Identifying Skills for Sustainable Livelihoods in Local Communities

This research project was undertaken to deepen understanding about the skills required for building sustainable livelihoods in marginalised communities. Field research was undertaken in Delft, Cape Town, and Pinetown South townships in eThekwini. An extensive literature review guided the formulation of research questions and methods. The research process entailed household interviews, a survey of small business owners, and participatory visual research with a cohort of community members and business owners from Delft. A modification of the hand mapping method was used to facilitate participatory engagement.  The research findings will be used to inform strategic planning by the Department of Higher Education and Training.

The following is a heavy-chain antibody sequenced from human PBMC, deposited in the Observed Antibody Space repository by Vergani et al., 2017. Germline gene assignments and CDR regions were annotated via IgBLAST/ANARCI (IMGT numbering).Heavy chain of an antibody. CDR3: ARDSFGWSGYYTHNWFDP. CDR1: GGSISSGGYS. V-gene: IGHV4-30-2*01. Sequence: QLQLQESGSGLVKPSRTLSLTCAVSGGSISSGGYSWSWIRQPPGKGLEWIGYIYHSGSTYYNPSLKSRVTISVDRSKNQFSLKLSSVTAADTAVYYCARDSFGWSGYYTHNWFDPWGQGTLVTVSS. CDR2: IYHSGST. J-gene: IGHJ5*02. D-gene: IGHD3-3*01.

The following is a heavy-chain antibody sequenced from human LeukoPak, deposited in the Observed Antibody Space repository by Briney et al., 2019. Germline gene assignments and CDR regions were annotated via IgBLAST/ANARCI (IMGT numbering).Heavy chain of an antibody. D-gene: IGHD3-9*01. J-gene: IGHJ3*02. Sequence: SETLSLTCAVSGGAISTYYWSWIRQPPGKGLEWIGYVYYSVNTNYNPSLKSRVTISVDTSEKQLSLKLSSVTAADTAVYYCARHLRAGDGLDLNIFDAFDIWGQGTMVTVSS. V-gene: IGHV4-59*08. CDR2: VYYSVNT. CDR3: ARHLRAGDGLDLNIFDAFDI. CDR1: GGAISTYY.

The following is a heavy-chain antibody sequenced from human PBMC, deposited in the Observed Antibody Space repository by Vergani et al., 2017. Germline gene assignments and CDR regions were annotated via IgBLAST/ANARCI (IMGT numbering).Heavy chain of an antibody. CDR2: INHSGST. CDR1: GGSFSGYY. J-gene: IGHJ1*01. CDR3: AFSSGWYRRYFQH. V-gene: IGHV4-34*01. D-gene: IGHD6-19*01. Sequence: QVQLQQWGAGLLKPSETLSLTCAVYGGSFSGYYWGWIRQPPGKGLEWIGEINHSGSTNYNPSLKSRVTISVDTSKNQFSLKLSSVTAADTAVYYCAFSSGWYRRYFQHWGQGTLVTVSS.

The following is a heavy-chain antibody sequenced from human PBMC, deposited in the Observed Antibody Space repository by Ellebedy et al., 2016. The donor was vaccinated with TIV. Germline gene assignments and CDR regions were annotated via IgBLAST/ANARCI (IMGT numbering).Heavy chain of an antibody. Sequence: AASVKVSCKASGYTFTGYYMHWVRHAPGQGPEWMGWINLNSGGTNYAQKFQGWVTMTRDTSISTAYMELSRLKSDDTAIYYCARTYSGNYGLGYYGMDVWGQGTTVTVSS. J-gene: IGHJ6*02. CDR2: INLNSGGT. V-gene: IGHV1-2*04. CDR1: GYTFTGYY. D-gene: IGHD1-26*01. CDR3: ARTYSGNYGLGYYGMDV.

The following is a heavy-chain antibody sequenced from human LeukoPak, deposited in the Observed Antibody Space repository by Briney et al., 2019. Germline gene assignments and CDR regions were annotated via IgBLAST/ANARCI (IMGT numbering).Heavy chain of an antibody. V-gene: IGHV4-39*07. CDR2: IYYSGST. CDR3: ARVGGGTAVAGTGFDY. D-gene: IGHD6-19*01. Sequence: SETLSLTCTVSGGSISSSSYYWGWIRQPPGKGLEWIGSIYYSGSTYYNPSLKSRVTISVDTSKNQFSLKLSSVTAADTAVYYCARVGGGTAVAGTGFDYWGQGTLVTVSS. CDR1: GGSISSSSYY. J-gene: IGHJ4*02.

Microenterprise business owners face many challenges while operating in the township context. Our findings reveal that these actors are resilient and adaptable, and that much can be learnt from people running micro-enterprise owners in terms of their understanding of localised demand and spatial logics. Importantly, our findings indicate that the contexts that these business owners operate in influence the requirements they set for employing individuals, rather than particular hard skills. The research found that while many unemployed people in Delft and Pinetown have employable skills and are striving to expand these, microenterprise business owners place a premium on socio-cultural values, or soft skills such as honesty, reliability in a work context and work ethic. These values, rather than vocational skills, are principally taught in social institutions, such as the family or home.

Location:Delft, Cape Town and Pinetown, eThekwniniDuration:2020-Partners:Development Policy Research Unity, University of Cape Town